Today (October 10) is World Mental Health Day.
And I am not OK.
Many around you are not OK.
You may not be OK.
But we live in a society where it is NOT OK to be “not OK”. We praise, reward, and seek to emulate those who portray “OK’ness” to the world at all costs.
Let me tell you, that cost is high. For all of us.
Earlier this year, the Chief Human Resources Officer at my company sent a company-wide memo saying (literally), “It’s OK to not be OK”. Foolishly, perhaps, I took him at his word and told my manager and my HR team that I was, indeed, “not OK”. All of the stresses of life and work throughout the COVID crisis had taken their toll on me, and I was approaching a point where I felt unable to function professionally and meet expectations.
It was suggested that perhaps I should find different work.
Some days, I am on top of the world and can handle anything thrown at me. I don’t need any pats on the back, and I can generally handle criticism devoid of any praise for work that has been done well. On those glorious days, I possess the inner fortitude that “knows” I have value, I do good work, and my overall worth as a human being stands apart from what I can give the world through my skills and abilities. I cope well with domestic upheaval, and when my children won’t behave I calmly parent through it in the form of someone we have come to call “Zen Dad”.
Those days are good.
Other days, I am unable to do any of that. Some days, I can barely get out of bed to face any of it.
I take medication to help regulate that.
I regularly see a therapist who helps me understand why I can’t connect intellectual assent to what my heart “believes” to be the reality of the moment.
It is a continual struggle and occasionally a nearly impossible hill to surmount.
Depression and anxiety can overwhelm my ability to think or act my way out of how I am feeling.
This is mental illness.
It’s just one kind of mental illness among many. Some people experience paranoia, hear voices, dissociate from their core personalities in order to cope with severe trauma, the list goes on…
There’s a really big book that helps doctors and therapists diagnose these diseases.
Let me say that again – DIAGNOSE these DISEASES.
The book is called the Diagnostic and Statistical Manual of Mental Disorders, or The DSM for short. It is published by the American Psychiatric Association. They are up to a fifth edition now that took TEN YEARS to compile and edit. It has 947 pages.
Mental illness ain’t simple, folks.
Which is why it so often goes undiagnosed, untreated, (or uninsured when it IS diagnosed and treatment is available, but that’s a different article for a different time) and is often not talked about in certain polite circles of society. Mostly because people just don’t know what to say or do when they encounter someone who is brave enough to talk about their suffering.
This needs to change.
Things like World Mental Health Day help. Read an article. Educate yourself:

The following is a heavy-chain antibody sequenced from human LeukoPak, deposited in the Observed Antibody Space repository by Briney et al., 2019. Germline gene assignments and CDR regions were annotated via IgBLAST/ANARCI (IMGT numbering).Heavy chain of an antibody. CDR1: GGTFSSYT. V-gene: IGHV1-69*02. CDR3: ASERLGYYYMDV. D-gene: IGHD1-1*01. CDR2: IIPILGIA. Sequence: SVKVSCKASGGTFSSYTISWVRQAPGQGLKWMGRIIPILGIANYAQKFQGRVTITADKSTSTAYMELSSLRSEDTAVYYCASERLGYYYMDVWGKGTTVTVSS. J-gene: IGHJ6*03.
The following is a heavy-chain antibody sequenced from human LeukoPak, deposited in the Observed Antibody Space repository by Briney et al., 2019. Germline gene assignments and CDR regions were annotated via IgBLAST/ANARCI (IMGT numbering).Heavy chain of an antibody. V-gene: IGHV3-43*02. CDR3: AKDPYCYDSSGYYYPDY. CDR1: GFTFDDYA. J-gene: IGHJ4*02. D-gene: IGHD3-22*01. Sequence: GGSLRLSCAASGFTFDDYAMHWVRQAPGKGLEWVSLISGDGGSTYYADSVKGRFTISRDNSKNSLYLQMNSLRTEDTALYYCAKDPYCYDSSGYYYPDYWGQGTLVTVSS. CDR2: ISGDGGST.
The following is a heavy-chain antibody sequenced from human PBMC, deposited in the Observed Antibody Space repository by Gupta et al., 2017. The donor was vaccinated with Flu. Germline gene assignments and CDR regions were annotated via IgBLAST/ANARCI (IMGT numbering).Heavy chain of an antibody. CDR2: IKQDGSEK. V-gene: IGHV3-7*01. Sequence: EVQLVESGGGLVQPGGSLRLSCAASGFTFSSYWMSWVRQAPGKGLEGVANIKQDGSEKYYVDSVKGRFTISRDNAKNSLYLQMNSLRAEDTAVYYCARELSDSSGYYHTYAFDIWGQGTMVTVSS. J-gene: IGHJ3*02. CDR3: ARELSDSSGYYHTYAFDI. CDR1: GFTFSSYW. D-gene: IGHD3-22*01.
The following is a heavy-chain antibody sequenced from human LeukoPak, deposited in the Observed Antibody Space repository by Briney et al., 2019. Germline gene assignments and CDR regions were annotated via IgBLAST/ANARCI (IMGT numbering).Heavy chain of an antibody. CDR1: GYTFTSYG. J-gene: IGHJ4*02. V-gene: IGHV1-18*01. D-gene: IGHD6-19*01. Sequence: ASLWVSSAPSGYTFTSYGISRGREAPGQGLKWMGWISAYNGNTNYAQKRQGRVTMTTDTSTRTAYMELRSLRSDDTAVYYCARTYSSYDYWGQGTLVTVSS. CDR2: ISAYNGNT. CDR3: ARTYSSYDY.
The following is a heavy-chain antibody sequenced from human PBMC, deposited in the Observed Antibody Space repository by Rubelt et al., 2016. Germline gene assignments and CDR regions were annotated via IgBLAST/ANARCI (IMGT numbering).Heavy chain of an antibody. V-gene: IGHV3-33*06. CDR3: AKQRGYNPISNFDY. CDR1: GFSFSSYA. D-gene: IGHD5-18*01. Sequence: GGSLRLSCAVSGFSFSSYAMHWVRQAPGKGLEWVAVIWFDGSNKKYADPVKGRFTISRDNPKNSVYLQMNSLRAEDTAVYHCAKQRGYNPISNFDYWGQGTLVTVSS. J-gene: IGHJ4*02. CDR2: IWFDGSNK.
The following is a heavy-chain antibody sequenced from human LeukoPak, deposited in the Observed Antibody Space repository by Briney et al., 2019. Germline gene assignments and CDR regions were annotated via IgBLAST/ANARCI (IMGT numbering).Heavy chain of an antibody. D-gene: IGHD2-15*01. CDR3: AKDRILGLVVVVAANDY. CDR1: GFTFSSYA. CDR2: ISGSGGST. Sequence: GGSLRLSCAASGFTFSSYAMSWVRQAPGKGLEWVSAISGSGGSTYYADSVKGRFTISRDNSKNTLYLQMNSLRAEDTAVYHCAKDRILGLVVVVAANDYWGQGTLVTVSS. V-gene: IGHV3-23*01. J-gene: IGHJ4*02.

Some people like me write about it (ad nauseum, at times, I understand), and I do that for several reasons:
- It helps me sort my thoughts and feelings. I’ve said it before and I’ll say it again: I write primarily for MYSELF.
- I write to let others know they are not alone. I know when I read or hear about someone else’s experience and it mirrors or echos mine, I find it TREMENDOUSLY validating, and I instantly feel less like a freak. If I can do that for others, I’m happy to use my story that way.
- I write to normalize and destigmatize mental illness so we can come to a point in society where it can be talked about more openly and thereby dealt with more effectively. Not everyone has a mental illness (although I think some of you out there are sicker than you think), and it’s important that trite phrases like “if you were stronger you wouldn’t need medication or therapy” are banished from the face of the earth. If you use phrases like this, I’m talking to you, and I write for you. We all need a baseline understanding from which to work.
I’m generally a daily writer. I write a variety of blog entries, poetry, essays, etc. This week I’ve been unable to do any of that. I can’t focus. I can’t read. I can’t play the piano. I have a constant, nagging sense of dis-ease that grips my chest and/or sits in the pit of my stomach.
I hate it. I’m not completely sure where it’s coming from (although I have ideas).
I’m doing the “things I’m supposed to do” to regulate myself.
I’m still struggling.
So I decided just to sit down and write about it.
Maybe it helped. Maybe it will help.
Happy World Mental Health Day.
Thanks for listening.
Thank you, Ben. I like your line, “although I think some of you out there are sicker than you think.” That’s my family (whom I still live with by the way). I’m allegedly the one with the problem, because I see a therapist and am on medication. But my dad’s therapist is alcohol and my mom’s medication is denial, so… 🙄
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Oh, we are SUCH kindred spirits.
You are loved, and you help me deal with my dis-ease even though I’ve stayed quiet lately.
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I love you, and your dis-ease. Thank you for taking time to write and share.
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